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These alliances were often fragile and therefore required more formal alliances. After the metaphor of the chain, these more formal agreements required moving from an iron chain that tended towards rust to a silver chain. These agreements or contracts required regular renewals, accompanied by gifts and aid for the Haudenosaunee; it is known as polishing the silver chain. The British and Haudenosaunee also signed the Treaty of Fort Stanwix in October-November 1768 to define the boundaries of the reserved hunting areas set out in the Royal Proclamation of 1763. An Haudenosaunee delegate thanked the British officers for polishing the chain when it became dull, and said: „We will now renovate and strengthen the Alliance chain on our parts until we maintain it, as long as you keep it strong and bright on your side.“ The Covenant Chain, as historian J.R. Miller described it, was proof of the diplomatic capacity of the Haudenosaunee. There were many treaties and agreements between the Haudenosaunee and the European nations. Guswenta (Two Row Wampum) and the Covenant Chain of Peace were the first of these agreements. When the English took over the New Netherlands in 1664 and founded the province of New York, they renewed these agreements. During King Philip`s War in 1675, conflicts broke out in New England, the „most destructive war“ in 17th-century North America, where more than 600 settlers and 3,000 Indians died. [2] Almost at the same time, Bacon`s rebellion was in Virginia. Both led to widespread suffering and loss among Indians and settlers. [1] Kanyen`kehé:ka officially announced in June 1753 that the alliance chain had been broken because the colonial authorities had unjustly taken land from Haudenosaunee, and the other five nations were thus informed.

The following year, Anglo-American settlers gathered in Albany, New York, with Haudenosaunee delegates to restore the chain at a time when the French were building their stop in the Ohio Valley. The Haudenosaune condolence ceremony, with corresponding gifts for vows and promises made (long held in New France), was adopted as part of the negotiation process and the chain was restored. At the outbreak of the Seven Years` War the following year, the Haudenosaunee allied itself with Great Britain. When the dominant European powers changed in North America, the chain of alliances with the Haudenosaunee was constantly renewed. In 1755, William Johnson renewed the concept of the Covenant Chain at a council meeting with the Iroquois by reaffirming the symbolic significance of this agreement and calling it the „chain of the covenant of love and friendship.“ He explained that the chain was attached to the still mountains and that almost every year the British and Iroquais would come together to „strengthen and clear up“ the chain. Contractual assemblies, such as those of 1754 in Albany, served to „strengthen and clarify“ the chain of the alliance. The Covenant Chain is embodied in the two-row wampum of the Iroquais. It was based on agreements negotiated between Dutch settlers in New Holland (now New York) and the Five Nations of the Iroquois (or Haudenosaunee) in the early 17th century.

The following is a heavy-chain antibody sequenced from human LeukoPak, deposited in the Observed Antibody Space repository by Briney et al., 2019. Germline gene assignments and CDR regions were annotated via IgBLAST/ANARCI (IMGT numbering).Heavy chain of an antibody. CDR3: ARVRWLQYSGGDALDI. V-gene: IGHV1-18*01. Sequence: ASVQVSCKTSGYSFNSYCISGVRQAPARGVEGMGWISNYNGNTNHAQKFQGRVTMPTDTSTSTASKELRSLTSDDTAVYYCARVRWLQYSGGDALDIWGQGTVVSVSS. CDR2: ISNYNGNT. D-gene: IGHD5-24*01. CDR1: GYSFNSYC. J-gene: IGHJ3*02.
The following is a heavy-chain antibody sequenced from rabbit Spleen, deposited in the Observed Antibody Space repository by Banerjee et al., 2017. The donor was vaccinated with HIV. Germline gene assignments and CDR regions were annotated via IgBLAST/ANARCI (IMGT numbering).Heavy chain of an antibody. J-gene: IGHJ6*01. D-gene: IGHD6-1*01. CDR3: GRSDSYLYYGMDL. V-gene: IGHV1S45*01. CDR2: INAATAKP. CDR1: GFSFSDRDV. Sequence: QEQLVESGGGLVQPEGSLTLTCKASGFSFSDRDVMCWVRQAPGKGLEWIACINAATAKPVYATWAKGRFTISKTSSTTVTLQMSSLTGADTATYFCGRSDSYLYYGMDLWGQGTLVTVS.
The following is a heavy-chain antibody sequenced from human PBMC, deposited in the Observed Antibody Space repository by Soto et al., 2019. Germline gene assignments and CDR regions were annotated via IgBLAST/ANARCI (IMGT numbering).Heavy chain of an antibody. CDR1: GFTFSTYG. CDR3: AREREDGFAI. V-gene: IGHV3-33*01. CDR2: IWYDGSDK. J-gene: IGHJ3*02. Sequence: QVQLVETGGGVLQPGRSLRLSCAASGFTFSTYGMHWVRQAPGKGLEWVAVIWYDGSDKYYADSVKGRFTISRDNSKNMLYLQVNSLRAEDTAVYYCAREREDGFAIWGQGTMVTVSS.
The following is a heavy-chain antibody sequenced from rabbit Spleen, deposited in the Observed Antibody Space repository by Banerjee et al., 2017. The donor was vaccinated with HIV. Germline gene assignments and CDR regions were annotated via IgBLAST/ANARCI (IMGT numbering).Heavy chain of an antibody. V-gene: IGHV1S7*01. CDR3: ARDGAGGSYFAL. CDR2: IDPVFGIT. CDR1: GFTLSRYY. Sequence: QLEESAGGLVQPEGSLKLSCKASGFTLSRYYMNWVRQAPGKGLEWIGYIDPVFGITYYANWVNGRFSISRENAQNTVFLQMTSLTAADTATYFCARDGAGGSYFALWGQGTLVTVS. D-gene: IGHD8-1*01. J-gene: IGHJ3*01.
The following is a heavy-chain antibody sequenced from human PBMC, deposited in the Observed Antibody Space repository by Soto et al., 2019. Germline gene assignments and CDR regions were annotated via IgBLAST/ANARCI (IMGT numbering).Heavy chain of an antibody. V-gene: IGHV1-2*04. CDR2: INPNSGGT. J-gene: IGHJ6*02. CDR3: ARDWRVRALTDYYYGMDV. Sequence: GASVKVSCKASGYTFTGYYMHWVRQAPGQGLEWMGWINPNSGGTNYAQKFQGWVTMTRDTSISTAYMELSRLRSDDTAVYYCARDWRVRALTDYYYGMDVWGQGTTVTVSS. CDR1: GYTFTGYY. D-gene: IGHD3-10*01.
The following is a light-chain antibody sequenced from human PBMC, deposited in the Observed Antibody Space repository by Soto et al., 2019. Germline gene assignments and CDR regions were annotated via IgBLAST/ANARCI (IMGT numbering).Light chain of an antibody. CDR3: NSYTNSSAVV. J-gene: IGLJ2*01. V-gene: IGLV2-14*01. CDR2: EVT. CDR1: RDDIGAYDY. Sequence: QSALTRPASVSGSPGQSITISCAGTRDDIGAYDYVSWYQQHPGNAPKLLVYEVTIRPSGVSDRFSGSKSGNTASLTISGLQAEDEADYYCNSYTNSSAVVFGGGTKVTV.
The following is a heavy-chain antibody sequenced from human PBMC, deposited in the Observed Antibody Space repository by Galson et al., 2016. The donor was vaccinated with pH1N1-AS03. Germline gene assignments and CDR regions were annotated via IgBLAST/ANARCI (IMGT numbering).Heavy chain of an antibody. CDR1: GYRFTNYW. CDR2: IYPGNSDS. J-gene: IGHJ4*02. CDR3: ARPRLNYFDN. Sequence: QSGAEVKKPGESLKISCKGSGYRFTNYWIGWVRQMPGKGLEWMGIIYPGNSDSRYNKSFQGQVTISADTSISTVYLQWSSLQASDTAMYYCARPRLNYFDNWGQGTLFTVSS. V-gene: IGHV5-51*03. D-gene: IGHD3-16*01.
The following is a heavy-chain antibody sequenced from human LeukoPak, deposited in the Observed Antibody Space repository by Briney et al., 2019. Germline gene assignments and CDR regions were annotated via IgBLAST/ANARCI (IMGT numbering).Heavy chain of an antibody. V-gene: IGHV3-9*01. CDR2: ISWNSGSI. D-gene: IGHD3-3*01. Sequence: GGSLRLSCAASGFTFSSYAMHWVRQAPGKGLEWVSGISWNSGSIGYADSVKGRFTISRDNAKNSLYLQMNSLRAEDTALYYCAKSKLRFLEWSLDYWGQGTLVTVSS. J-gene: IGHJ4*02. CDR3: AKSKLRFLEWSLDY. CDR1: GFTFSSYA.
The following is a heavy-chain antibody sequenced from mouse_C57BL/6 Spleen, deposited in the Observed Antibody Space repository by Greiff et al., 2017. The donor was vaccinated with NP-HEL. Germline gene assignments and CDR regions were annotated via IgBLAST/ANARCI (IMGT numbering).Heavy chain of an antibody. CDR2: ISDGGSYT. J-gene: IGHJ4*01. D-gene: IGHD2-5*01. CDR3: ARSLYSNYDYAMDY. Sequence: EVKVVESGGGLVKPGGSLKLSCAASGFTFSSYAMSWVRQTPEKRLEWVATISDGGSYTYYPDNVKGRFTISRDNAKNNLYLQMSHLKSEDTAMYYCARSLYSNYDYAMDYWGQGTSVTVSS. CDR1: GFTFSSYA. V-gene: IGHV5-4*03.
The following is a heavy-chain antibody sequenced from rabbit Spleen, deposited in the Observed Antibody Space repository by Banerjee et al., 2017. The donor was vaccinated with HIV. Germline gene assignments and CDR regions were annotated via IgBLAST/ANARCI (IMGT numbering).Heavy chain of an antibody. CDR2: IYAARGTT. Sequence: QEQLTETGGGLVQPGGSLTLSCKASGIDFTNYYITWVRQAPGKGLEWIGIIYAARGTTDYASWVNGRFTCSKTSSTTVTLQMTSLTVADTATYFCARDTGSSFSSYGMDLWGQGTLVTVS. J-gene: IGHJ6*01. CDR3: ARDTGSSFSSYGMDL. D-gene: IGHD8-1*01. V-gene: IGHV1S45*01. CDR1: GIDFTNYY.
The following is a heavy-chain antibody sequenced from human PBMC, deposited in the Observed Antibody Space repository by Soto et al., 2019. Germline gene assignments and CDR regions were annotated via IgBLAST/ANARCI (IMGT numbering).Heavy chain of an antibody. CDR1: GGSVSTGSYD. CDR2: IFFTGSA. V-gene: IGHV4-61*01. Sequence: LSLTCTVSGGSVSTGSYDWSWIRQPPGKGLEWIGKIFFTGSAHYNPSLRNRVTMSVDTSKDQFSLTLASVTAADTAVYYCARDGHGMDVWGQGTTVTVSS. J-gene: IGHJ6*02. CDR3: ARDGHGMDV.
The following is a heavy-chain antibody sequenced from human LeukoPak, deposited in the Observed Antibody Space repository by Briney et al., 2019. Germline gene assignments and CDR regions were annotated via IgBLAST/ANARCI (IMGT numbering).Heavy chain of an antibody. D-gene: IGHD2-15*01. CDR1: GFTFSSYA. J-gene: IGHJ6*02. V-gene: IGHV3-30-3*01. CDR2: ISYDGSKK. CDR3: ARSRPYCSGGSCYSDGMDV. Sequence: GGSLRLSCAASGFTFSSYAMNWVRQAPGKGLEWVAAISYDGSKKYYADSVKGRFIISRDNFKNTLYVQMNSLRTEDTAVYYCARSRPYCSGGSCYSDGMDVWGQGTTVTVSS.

It focused on trade with the Indians. As historian Bernard Bailyn noted, all the colonies, Dutch and English, were first created to generate profits. [1] In June 2010, Queen Elizabeth II of Canada renewed the treaty on the Alliance Chain by handing over 8 silver bells to the leaders of the Tyendinaga Mohawk Territory and the Six Nations of the Great River in memory of the 300th anniversary of the Covenant Chain. [7] The bells bore the chain of friendship 1710-2010 (which was a common term, often used throughout history, when the channel was renewed). [8] [9] This is the most modern renewal of the alliance chain agreements between the Haudenosaunee and the Crown of Canada and provides a legal basis for the recognition of Haudenosaunee sovereignty and international trade between the two nations. [Citation required] [Original research?] In these agreements, the colonies agreed to conduct negotiations in general in Albany, New York, under the aegis of